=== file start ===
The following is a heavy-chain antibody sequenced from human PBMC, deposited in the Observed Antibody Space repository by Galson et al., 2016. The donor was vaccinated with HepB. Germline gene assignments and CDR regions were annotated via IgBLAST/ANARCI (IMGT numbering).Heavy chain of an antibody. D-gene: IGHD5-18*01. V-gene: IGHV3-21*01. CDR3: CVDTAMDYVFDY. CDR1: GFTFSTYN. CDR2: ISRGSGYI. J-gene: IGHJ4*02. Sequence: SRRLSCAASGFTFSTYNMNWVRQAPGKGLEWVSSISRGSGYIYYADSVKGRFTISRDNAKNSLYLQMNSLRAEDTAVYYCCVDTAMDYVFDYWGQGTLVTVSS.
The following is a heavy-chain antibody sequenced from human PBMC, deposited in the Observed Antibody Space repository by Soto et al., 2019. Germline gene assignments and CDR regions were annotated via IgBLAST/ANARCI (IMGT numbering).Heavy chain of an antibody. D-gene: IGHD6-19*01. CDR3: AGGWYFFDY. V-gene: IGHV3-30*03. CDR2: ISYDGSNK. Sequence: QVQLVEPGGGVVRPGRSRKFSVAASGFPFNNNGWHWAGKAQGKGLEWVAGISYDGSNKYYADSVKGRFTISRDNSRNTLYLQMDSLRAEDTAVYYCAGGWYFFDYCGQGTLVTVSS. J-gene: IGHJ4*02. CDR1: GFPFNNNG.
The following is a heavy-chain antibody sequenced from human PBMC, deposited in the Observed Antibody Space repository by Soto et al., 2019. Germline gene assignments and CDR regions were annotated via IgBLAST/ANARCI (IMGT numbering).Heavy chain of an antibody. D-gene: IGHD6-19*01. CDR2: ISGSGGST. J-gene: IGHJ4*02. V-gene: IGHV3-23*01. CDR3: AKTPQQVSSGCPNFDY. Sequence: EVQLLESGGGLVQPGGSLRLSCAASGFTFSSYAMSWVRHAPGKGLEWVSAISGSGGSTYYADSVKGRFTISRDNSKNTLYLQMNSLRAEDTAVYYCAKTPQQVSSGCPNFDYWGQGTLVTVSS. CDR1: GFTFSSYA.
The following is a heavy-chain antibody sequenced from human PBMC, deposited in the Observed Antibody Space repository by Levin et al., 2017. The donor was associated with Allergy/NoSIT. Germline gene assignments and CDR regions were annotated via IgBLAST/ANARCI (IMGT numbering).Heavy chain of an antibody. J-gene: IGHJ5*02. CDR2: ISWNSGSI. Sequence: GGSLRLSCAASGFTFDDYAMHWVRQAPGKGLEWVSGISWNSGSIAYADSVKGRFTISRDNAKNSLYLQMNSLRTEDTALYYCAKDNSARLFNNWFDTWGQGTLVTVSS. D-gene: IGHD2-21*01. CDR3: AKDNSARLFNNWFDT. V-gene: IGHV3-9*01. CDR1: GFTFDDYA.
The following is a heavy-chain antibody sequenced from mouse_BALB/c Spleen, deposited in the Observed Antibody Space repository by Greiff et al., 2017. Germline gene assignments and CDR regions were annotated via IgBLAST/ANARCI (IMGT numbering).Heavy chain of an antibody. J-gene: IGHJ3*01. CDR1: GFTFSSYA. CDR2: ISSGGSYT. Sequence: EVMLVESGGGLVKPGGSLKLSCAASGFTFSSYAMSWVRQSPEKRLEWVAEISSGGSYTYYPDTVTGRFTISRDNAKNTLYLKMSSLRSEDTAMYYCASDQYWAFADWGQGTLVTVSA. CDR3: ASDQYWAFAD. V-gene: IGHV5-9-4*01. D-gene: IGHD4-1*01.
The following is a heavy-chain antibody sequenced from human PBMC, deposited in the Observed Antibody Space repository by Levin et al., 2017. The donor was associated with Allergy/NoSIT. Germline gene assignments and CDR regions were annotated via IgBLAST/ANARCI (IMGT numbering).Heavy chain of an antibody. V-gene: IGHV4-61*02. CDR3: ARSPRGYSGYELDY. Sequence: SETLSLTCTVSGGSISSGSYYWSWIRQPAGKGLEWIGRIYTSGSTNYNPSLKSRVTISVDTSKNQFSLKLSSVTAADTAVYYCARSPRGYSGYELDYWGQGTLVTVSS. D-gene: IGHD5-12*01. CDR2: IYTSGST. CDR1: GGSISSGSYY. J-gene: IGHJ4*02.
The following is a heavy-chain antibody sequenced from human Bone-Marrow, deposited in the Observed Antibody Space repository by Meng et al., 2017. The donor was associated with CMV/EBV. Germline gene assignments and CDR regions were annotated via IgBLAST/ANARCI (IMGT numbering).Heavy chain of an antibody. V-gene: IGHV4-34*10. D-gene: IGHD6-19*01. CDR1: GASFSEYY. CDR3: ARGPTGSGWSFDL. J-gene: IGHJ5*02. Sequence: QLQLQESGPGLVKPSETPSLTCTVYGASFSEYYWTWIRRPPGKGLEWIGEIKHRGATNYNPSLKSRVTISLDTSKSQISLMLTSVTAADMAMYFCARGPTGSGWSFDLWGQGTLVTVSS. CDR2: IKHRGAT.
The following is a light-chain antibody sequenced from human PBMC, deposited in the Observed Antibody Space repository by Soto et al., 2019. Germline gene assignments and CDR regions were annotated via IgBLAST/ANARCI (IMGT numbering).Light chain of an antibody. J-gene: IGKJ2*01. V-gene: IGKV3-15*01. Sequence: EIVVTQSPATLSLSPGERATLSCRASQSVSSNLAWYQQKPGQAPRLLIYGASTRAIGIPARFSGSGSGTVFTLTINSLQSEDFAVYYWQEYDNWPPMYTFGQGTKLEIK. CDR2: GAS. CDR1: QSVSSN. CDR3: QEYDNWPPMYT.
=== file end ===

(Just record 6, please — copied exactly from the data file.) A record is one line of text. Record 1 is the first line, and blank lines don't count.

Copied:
The following is a heavy-chain antibody sequenced from human PBMC, deposited in the Observed Antibody Space repository by Levin et al., 2017. The donor was associated with Allergy/NoSIT. Germline gene assignments and CDR regions were annotated via IgBLAST/ANARCI (IMGT numbering).Heavy chain of an antibody. V-gene: IGHV4-61*02. CDR3: ARSPRGYSGYELDY. Sequence: SETLSLTCTVSGGSISSGSYYWSWIRQPAGKGLEWIGRIYTSGSTNYNPSLKSRVTISVDTSKNQFSLKLSSVTAADTAVYYCARSPRGYSGYELDYWGQGTLVTVSS. D-gene: IGHD5-12*01. CDR2: IYTSGST. CDR1: GGSISSGSYY. J-gene: IGHJ4*02.